themselves to the kinds in which they excel, and thus the various trades and -professions come into existence. One man makes arrowheads, another blankets, another huts and so on.
Along with, or out of, this division of labor there grows a far greater degree of mutual dependence between the members of society. And this increases just in proportion to the advance of civilization and social unfolding. For the men of each trade must exchange their products with those of other trade .
While all this makes men more dependent, it also makes them more completely individualized. The most highly individualized man is the one who has depended upon the greatest number of his fellowbeings for the materials, the comforts and the luxuries of life. For he has been subject to the greatest number of diverse and moulding influences.
The farmer is dependent upon the tradesman, the grocer, the carpenter, the shoemaker and those of a hundred other trades. And conversely each of these is dependent upon the farmer and upon all the others. The greater the degree of individuality the greater is the degree both of mutual dependence and of social unity in action and in feeling.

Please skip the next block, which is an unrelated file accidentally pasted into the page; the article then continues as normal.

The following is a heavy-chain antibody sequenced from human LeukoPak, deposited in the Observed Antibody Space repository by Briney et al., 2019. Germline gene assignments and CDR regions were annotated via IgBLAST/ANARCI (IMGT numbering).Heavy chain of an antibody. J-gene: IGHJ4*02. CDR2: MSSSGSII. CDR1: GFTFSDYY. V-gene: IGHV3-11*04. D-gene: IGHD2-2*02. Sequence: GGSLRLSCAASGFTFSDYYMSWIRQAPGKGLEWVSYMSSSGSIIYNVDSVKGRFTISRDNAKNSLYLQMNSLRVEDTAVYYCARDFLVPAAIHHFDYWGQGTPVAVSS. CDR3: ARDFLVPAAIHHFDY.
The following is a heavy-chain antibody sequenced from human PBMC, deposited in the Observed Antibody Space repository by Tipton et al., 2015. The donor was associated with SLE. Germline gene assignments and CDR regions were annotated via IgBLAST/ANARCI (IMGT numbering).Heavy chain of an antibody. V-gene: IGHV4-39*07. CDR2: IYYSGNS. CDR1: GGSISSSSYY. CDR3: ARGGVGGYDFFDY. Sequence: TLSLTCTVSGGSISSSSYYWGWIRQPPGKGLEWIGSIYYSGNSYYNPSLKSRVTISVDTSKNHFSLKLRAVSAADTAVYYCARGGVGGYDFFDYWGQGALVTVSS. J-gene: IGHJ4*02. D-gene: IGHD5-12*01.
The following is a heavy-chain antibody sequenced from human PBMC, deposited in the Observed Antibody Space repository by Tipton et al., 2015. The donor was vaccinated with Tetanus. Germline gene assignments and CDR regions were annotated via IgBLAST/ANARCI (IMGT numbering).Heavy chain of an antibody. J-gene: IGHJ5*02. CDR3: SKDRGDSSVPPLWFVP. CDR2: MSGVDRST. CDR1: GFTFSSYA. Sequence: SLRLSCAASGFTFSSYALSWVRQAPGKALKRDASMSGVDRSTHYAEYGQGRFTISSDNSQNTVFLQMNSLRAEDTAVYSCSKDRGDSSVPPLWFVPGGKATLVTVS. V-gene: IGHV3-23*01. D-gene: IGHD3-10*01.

But while labor and exchange remain in the stage of competition, there is no formal or practical recognition of these mutual dependencies. There is no provision to secure organized unity of action. Instead of this, we only find a selfish antagonism of interests. Every man's hand is against that of his neighbor. What is for the interest of one man in civilism, is against the interests of.the rest. Such is the state of